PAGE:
Asking R questions

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This note lists a few places where one can ask R-related questions and get an answer, usually in no more than a few hours.


Anyone who has learnt a programming language has a history of questions that they have asked to:

  • themselves – usually followed by a lot of documentation reading
  • others, offline – hence the benefits of research labs and offices
  • others, online – which is what this note is about.

The standard/traditional way of asking R-related questions has been through its mailing-lists, but other ways to ask (or answer) questions have become very popular.


Aside from being polite and open-minded, asking or answering programming questions online usually also requires providing a minimally reproducible example, or “Minimal Working Example“, or “reprex” – which is the name of a very helpful R package initiated by Jennifer C. Bryan, whose good humour and open-mindedness, visible on her Twitter account and in her many conference talks, are also exemplary.

Where 1. Stack Overflow, email lists

The “Getting Help with R” page describes both mailing-lists and Stack Overflow as the recommended places for R-related questions and answers:

Stack Overflow

Stack Overflow is a well organized and formatted site for help and discussions about programming. It has excellent searchability. Topics are tagged, and “r” is a very popular tag on the site with almost 150,000 questions (as of summer 2016). To go directly to R-related topics, visit For an example both of the value of the site’s organization and information that is very useful to R users, see “How to make a great R reproducible example?”, which is also mentioned above.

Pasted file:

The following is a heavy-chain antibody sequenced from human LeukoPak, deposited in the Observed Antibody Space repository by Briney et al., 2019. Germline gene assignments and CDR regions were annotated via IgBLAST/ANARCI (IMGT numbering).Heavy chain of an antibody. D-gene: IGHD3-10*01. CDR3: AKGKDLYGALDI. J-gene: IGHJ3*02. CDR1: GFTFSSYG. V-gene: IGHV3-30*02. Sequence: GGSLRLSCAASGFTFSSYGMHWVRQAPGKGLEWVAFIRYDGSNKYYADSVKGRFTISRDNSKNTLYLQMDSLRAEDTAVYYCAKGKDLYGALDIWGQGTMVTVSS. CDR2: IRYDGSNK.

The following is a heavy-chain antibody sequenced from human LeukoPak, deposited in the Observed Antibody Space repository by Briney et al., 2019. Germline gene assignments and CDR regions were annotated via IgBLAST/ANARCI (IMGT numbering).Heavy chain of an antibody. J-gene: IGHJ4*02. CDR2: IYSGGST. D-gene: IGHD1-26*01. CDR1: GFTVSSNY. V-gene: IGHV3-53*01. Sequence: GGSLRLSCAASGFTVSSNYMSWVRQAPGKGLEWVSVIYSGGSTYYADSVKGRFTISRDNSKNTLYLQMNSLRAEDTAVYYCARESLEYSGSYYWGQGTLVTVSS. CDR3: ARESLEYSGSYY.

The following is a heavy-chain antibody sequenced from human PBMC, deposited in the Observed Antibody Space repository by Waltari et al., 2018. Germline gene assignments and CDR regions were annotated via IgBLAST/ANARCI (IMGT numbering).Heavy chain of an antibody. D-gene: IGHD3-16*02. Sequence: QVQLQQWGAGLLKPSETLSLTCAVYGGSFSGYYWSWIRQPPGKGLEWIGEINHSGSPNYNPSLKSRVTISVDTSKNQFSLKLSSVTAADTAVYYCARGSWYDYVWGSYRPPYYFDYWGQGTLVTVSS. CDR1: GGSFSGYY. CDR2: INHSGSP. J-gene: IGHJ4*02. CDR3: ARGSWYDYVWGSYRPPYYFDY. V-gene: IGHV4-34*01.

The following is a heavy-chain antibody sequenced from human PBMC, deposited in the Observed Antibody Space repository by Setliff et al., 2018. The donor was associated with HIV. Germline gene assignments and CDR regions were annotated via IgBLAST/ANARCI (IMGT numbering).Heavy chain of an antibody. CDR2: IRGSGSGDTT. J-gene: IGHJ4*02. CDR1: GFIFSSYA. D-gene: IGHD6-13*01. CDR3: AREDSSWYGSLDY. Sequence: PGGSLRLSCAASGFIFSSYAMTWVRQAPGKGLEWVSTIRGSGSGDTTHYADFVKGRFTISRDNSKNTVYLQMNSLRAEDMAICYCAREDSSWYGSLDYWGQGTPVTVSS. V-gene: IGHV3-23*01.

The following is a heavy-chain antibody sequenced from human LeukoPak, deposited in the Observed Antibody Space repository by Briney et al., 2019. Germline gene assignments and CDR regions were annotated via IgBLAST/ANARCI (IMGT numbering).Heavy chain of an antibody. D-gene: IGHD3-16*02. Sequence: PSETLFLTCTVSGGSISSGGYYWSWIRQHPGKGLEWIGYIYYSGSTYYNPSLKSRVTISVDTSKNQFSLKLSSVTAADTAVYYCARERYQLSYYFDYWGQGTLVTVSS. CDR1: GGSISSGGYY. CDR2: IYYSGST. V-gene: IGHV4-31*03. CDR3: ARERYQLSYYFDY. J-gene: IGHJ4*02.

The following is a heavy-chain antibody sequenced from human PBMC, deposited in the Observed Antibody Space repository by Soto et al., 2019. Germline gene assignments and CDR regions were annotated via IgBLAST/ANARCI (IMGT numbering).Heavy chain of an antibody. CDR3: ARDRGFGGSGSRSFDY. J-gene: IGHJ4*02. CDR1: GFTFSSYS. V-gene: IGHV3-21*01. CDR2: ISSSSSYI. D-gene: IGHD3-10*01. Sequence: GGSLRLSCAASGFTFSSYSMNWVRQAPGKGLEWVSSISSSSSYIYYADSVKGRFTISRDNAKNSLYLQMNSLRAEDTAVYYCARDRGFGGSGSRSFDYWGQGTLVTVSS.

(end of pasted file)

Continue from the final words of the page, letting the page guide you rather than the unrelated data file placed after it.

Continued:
R Email Lists

The R Project maintains a number of subscription-based email lists for posing and answering questions about R, including the general R-help email list, the R-devel list for R code development, and R-package-devel list for developers of CRAN packages; lists for announcements about R and R packages; and a variety of more specialized lists. Before posing a question on one of these lists, please read the R mailing list instructions and the posting guide.

Where 2. Community forums

At least two R user communities also run forums, which are more practical to search and follow than mailing-lists, and which are not restricted to asking questions:

Where 3. Twitter, GitHub

As mentioned in a previous note, Twitter is a great place to learn about recent R-related developments. It is also, in my view, a great place to interact with many R package developers, in a direct and inobtrusive way.

For longer conversations, opening issues on GitHub (or other code) repositories is probably more recommendable. GitHub issues host a wide variety of conversations, not just bug reports: reading them is often extremely informative.

Where 4. Reddit, Slack

A few more places might also be worth considering.

Although there is a dedicated Stack Exchange site for software recommendations, it might not be the best place to ask for (or read about) package recommendations. Perhaps Reddit might be a good place for those, and there are several R-focused subreddits that might suit one’s needs:

  • r/rstats – “a place to post R stories, questions, and news”
  • r/Rlanguage – a subreddit that “seeks new methods”
  • r/rprogramming – for “anything related to R or statistics”
  • r/RStudio – “a forum to discuss R”

I have also spotted the r/rshiny and r/ggplot2 subreddits, but those seem to be less active than those listed above, at least as of now.

Last, R also has some Slack channels, such as r-grrr (in French).

Update (July 31, 2017): thanks again to R Weekly for mentioning this note.

Update (February 3, 2019): added the section on community forums, added a mention of Slack channels, and reorganised other sections.

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